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1919 Views 4 Replies Latest reply: Nov 15, 2013 9:13 AM by tongyliu
tongyliu Rookie 2 posts since
Nov 12, 2013
Currently Being Moderated

Nov 12, 2013 9:32 AM

Shoe Wear Detector -- Good Idea?

Hey guys,


I'm a high school student and for an engineering capstone project, my partner and I are considering creating a device that will be able to detect if a shoe is worn out. We believe this will help to prevent injuries caused by running in dangerously worn out shoes (I actually got a stress fracture last track season and I think worn out shoes contributed to this).


What do you all think? We'd love some feedback, either in this thread or through our survey:



  • skypilot77 Legend 1,077 posts since
    Dec 16, 2009
    Currently Being Moderated
    1. Nov 12, 2013 6:51 PM (in response to tongyliu)
    Shoe Wear Detector -- Good Idea?

    I'd hate to squelch creativity but these are my initial thoughts.


    For the newbie runner this might be a good product.


    But for a runner with some experience --- we are wearing shoes which are typically the same model, or new model in the shoe family. We know the mileage we have oneach pair of shoes, and know when the time comes to swap them out.

  • lenzlaw Community Moderator 10,539 posts since
    Jan 18, 2008
    Currently Being Moderated
    2. Nov 12, 2013 7:29 PM (in response to tongyliu)
    Shoe Wear Detector -- Good Idea?

    What will you be measuring to determine wear?  Midsole compliance would probably be best but how would you measure that "on the go"?  Most experienced runners keep track of the miles on each pair of shoes and know how many miles they can expect from a particular pair.  So anything you invent would have to do a better job than that.


  • Haselsmasher Legend 538 posts since
    May 25, 2009
    Currently Being Moderated
    3. Nov 12, 2013 7:36 PM (in response to tongyliu)
    Shoe Wear Detector -- Good Idea?

    It's an excellent idea.  I'm thinking you're thinking it might be something like a wear bar on a car tire:  When the tread gets down to the bar then you know it's time to get a new set of tires.


    The advantage of the car tire system is that car tires (are supposed to) wear evenly across the tread.  That's not the case with running shoes.  In fact - different runners have different run patterns.  Additionally - kind of leveraging off of the previous replies - what might be worn out for one runner may be fine for another.  Lastly, if something is built into the sole then you need to get agreement from the shoe companies to change their manufacturing processes.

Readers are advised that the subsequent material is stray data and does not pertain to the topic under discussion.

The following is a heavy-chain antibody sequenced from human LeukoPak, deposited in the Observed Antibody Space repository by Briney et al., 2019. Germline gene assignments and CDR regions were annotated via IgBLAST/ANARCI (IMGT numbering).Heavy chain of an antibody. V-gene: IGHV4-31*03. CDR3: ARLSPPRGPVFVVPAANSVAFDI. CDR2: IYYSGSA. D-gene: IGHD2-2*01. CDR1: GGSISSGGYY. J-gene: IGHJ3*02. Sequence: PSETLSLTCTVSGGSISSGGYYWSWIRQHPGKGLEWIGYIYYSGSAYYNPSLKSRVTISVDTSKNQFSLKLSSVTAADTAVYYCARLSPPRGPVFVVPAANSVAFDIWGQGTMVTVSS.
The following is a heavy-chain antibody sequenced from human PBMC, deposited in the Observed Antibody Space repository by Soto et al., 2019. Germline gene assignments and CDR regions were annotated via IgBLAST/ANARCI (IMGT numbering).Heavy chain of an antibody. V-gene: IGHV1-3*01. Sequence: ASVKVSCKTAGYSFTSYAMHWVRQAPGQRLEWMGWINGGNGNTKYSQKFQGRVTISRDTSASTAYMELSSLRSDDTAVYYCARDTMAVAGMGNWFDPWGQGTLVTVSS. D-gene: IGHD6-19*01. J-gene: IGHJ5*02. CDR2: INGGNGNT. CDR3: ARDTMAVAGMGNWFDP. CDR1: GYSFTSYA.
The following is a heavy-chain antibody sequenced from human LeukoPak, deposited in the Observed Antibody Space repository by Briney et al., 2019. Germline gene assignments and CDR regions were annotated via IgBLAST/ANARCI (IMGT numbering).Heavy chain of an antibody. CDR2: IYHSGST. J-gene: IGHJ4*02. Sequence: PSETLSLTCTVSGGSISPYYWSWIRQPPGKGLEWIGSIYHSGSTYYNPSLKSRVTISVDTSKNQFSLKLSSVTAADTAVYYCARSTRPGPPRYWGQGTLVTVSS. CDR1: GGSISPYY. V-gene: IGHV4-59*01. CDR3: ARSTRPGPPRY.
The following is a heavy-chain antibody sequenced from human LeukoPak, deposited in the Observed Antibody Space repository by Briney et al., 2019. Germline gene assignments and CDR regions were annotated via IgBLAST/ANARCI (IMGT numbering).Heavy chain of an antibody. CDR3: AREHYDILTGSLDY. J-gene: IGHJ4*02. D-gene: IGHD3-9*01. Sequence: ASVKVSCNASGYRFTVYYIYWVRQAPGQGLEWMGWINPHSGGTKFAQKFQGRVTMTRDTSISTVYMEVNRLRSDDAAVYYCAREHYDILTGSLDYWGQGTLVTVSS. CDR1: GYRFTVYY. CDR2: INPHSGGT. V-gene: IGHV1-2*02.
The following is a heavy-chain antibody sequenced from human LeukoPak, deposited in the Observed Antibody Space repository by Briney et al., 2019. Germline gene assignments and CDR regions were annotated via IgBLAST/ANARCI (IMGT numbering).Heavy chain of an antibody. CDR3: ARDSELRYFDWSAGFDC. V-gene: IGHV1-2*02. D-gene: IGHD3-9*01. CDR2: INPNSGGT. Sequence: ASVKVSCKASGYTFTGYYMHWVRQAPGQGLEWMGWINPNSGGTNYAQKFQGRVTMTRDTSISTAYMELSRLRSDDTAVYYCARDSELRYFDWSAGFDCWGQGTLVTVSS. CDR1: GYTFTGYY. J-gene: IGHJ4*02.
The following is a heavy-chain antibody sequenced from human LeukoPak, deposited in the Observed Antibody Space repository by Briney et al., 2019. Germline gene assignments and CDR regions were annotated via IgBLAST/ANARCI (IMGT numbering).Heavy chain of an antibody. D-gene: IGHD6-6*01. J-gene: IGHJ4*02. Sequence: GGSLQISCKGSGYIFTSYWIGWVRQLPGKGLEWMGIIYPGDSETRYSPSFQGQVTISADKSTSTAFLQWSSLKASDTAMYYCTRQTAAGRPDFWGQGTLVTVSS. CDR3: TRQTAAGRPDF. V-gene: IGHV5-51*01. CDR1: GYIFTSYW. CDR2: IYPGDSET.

I hope the following isn't too much of an idea - but it's a brainstorm I had:


    I've heard it said that one indicator of wear is the "crushing" of the midsole.  You've probably seen it: the mid-sole gets these rumples in it.  It gets crushed.


    I wonder if you could sell something like a little card and, when someone gets a new pair of shoes, they put the card on the surface the shoe is on and they mark on the card where the midsole meets the upper.  Over time that point where the midsole/upper meet will get lower as the midsole gets crushed.  Then when someone holds the marked card up to the worn shoe they'll see how much that boundary has gone down relative to where it was new.  The challenge will be 1) figuring out what amount of "drop" might be considered the replacement point and 2) marking the card somehow so it's easy to tell when that replacement point is reached.


    Then you're not dependent on shoe manufacturers.  Any shoe can be used with it.  And it's an accessory for running stores to sell - which I assume they love.



    "Kick off your high heel sneakers, it's party time."

    -- From the song FM by Steely Dan

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